If you think Muarian Malays are very proud to be Muarians, then you have not met a Chinese from Muar, especially my contemporaries. The Chinese Muarians of my time were more proud than their Malay counterparts. Those days, my Chinese friends called Muar as Muarpo, and don’t you dare say anything bad about Muar, they will immediately say this to you..”Wa kalikong lu, wak pak lu see”. Hmmm, I don’t know what it means, maybe you should ask your Chinese friends what it means. Muarian Chinese of my days talked in the ‘teochew/hokien’ dialect.
On the left side of the Muar High School is the junction of Jalan Majidee and Jalan Mahmoodiah. A few yards away from the main road was a house owned by a Chinese man named Mr. Chua. Their eldsest son was a very handsome lad we called Daniel and he was a close friend of my elder brother. Daniel would always cycle to my grandma’s house and he would spent sometime with us and enjoy our company. Daniel has two younger brothers who are twins, one is Chua Kwong Kay and the other is Chua Kwong Ee. Kwong Ee is also known as Eddie and he was my best friend while we were in our primary school. In fact he is still my best friend until today.
Eddie would be at my house every afternoon before we both cycled to school, about four miles from our area. Together we would cycle and talk about many things and enjoy our ride and we would also cycle back home together. Everyday grandma would cook rice with some fishes and vegetables for my break in school, and I would surely share it with Eddie. Every time during recess, Eddie and me would sit under a big tree near the school football field and we both ate the rice, just Eddie and me. We had many memorable events together and there was one event I will not forget.
It was during one Chinese New Year when Eddie invited me to his house for some delicacies. Those days we pronounced the Chinese New Year as ‘Kong Hee Fatt Choy’. When I arrived at his house, Eddie was not around as he had to buy something for his mother and would be back pretty soon. His father invited me in and as I shook his hand I said, ‘Kong Hee Fatt Choy’ uncle. He smiled at me and invited me for a seat. His mother came out and brought me some home made cookies and a bottle of sarsi. While waiting for Eddie, his father told me that I must be able to pronounce the correct way when greeting my Chinese friends. He said I must pronounce it as ‘Gongsi Faa Chai’. “But uncle, it is not spelt that way” I asked him. He looked at me and said, “Aaah, ni orang putih mana tau. Dia suka suka pandai tukar. (Aaah, this English people what do they know? They simple change as they like). Eddie’s father spoke very good English but somehow he would always converse with me in Malay. Maybe he thought my English was not good enough. Many many years later, I noticed the words ‘Kongsi Fatt Choy’ began to change bit by bit…from ‘Kong Hee Fatt Choy to Kongsi Fatt Chai to Gongsi Fatt Chai and now it is Gongxi Fa Chai’. Until this day, whenever I hear this words, I will surely remember Eddie’s father and he was obviously correct.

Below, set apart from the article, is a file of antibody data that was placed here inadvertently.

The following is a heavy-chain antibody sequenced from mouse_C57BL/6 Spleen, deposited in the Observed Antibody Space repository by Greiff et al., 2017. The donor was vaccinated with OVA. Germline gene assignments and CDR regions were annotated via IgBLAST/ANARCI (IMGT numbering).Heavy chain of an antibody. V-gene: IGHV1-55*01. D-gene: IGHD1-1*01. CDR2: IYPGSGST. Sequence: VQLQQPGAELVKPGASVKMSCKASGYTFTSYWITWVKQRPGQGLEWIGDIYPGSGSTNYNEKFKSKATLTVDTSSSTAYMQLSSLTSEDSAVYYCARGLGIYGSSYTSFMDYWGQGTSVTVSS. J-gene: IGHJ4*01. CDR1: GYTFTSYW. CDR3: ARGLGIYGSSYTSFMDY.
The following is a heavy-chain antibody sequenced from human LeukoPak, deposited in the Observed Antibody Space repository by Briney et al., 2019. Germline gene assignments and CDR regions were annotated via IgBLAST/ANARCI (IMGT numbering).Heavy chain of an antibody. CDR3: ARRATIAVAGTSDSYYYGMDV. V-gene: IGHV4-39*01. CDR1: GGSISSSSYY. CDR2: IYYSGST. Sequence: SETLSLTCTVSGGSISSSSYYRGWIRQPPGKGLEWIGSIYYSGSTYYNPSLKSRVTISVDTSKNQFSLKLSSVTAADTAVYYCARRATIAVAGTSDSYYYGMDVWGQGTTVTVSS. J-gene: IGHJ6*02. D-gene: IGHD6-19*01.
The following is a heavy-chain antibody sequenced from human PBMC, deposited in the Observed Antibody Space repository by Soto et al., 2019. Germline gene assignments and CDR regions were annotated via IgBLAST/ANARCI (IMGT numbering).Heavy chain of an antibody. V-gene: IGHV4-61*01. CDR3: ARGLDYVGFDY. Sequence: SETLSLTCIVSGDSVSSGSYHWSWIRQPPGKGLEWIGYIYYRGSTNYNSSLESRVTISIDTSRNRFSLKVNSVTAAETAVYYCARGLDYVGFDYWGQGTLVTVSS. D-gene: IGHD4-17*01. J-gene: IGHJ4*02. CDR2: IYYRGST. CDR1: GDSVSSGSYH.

On another occasion, when I arrived at Eddie’s house to invite him out, I shouted “Eddie, let’s went to town”. Immediately I saw his father’s head at the window and he said to me, “My son, you better tell your English teacher to teach you how to speak proper English. That’s the past tense you are using my son”.
When I attended the Muar High School, Eddie studied at the Saint Andrew School and although we were no more in the same school, we always got together and spent sometime at Tanjung and watched some movies along with my friend Halim. Later Eddie moved to Johor Bahru and set up his own hardware shop, got himself a good wife and are blessed with two boys. Every time when I visited Johor Bahru, I will surely look for Eddie.
There was one story Eddie told me that I must share with you readers. One day he had to go to Kuala Lumpur to buy some building materials for his customer. He ended up at the Petaling Jaya Old Town. He noticed one shop selling the materials he wanted and so he entered the shop and looked for the owner. When Eddie saw him, he asked for the products to be viewed. Eddie obviously spoke in the ‘Teochew’ dialect and he knows no other dialect. The Chinese owner replied in the ‘Cantonese’ dialect because apparently he spoke only in Cantonese. Eddie then replied again in the ‘Teochew’ dialect. The Chinese owner looked at Eddie for a second and finally asked him, “Lu mau apa?” (What do you want?)